Second Victim Experience

Who is a Second Victim?

It’s not uncommon to read an EMS journal and learn about a provider who has taken their own life. Perhaps the suicide, or attempted suicide, of a co-worker has impacted you during your career. Unfortunately, depression and suicide among healthcare professionals traumatized by adverse events occur too often and touch many lives and organizations.

Historically, EMS leaders have worked hard to encourage injury prevention and promote the benefits of a balanced diet and regular exercise, but incidents which challenge a providers’ emotional resiliency after an unexpected outcome are usually not discussed as openly. Much of this has to do with a culture of EMS providers not wanting to appear weak or vulnerable.  EMS providers rely on emotional resilience to help get them through the day. Accumulated stress or unanticipated events can take a toll on this emotional resiliency, leaving a provider susceptible to depression and self-doubt as an EMS professional. When this happens to a provider, they become a second victim of the event.

Most health care providers adjust well to the multitude of demands encountered during an unexpected or traumatic clinical event. Providers often have strong emotional defenses that carry them through and let them “get the job done.” Yet sometimes the emotional aftershock (or stress reaction) can be difficult. Signs and symptoms of this emotional aftershock may last a few days, a few weeks, a few months, or longer.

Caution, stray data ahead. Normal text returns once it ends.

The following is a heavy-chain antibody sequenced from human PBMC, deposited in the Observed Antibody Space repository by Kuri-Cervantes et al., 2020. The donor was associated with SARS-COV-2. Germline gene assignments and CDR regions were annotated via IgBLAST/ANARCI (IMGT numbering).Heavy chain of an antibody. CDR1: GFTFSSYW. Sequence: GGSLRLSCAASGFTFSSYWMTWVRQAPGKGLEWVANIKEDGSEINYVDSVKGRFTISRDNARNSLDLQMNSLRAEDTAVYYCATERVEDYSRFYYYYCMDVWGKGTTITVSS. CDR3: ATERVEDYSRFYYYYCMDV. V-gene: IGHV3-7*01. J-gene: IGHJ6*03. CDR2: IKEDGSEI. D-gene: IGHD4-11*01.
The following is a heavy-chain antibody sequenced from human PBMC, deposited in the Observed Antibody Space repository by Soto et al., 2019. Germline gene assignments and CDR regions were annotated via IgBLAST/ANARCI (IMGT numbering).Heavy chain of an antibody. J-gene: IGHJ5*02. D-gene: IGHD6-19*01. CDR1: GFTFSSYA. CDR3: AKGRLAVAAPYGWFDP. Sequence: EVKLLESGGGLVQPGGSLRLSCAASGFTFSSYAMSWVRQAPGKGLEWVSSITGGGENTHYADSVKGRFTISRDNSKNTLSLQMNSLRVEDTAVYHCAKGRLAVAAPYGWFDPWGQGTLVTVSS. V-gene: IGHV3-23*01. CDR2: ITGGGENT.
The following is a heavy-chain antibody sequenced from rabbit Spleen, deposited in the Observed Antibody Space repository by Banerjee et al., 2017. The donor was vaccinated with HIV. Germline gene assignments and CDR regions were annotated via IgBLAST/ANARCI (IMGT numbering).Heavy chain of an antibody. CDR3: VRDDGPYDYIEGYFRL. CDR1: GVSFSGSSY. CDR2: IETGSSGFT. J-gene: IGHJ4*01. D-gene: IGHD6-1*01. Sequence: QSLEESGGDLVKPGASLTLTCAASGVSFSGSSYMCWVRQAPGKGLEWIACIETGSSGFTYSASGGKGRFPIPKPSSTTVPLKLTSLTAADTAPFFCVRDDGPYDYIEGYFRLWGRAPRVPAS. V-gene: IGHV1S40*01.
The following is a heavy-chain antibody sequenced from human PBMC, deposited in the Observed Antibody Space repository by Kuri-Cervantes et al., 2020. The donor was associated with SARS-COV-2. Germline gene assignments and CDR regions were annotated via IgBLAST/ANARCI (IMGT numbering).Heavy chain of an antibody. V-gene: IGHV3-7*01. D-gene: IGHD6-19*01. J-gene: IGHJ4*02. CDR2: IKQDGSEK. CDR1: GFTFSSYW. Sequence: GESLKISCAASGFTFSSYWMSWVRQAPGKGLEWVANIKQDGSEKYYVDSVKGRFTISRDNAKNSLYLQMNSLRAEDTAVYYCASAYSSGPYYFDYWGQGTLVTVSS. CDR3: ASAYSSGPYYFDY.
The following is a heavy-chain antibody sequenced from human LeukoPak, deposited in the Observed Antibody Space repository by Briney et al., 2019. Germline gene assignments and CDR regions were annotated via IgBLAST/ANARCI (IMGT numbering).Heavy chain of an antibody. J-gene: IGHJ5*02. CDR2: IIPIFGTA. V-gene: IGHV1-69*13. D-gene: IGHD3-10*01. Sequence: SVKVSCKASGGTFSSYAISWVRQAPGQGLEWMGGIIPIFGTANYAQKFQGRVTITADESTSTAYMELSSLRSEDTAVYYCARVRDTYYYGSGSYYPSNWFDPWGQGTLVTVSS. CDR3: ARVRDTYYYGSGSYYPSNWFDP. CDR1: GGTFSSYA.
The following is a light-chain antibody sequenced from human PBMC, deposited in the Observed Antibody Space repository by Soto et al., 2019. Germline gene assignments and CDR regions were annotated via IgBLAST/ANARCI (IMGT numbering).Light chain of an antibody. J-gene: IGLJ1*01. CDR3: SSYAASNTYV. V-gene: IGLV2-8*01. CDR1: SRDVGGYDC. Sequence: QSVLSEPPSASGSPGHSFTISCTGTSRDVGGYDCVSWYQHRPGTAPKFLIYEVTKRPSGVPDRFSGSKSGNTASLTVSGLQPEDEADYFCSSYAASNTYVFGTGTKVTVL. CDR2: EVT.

Second victims are “healthcare providers who are involved in an unanticipated adverse patient event, medical error and/or a patient related injury and become victimized in the sense that the provider is traumatized by the event.”

Frequently, Second Victims…

  • Feel personally responsible for the unexpected patient outcomes
  • Feel as though they have failed the patient Second-guess their clinical skills
  • Second-guess their knowledge base

Second Victim Fast Facts

  • Each second victim (even those involved in the same event) will have unique experiences and needs
  • Regardless of job title, providers respond in predictable manners. The six stages of second victim recovery explain how the second victim is impacted by the clinical event.
  • There are some events that are high risk for inducing a second victim response
  • First tendency of providers is self isolation
  • Providers tend to ‘worry’ in a predictable pattern
  • Sometimes the entire team is impacted by a clinical event

CPS supports the Second Victim Program as another component on the path to culture improvement. While we often focus on the impact on family members of patients experiencing an adverse event, the care of our providers following an event is equally important.

Educational & Training Programs

In collaboration with the University of Missouri Health System Second Victim Program, the Center for Patient Safety supports the Second Victim Program and offers a day-long train-the-trainer program. The workshop from MU Health Care offers a way to learn more about the program developed in part by one of their own staff, Sue Scott, PhD, RN, Manager-Patient Safety and Risk Management at University of Missouri Health Care.

Check for upcoming webinars or workshop locations and dates.

The workshops provide insight into the experience as well as interventions of support and provide instruction so that each participant returns to their organization with the knowledge, skills, and techniques necessary to support and train their peers.

Learn More

“EMS providers are the backbone of the healthcare system. Their ability to respond by bringing their best to work every day is critical to effective care. Yet these individuals face stress and tragedy that few outside their world can imagine. If the industry ignores the mental health of individual providers , it will lose the best resources.”
– Kathy Wire, JD, MHA, CPHRM, Project Manager for the Center for Patient Safety.

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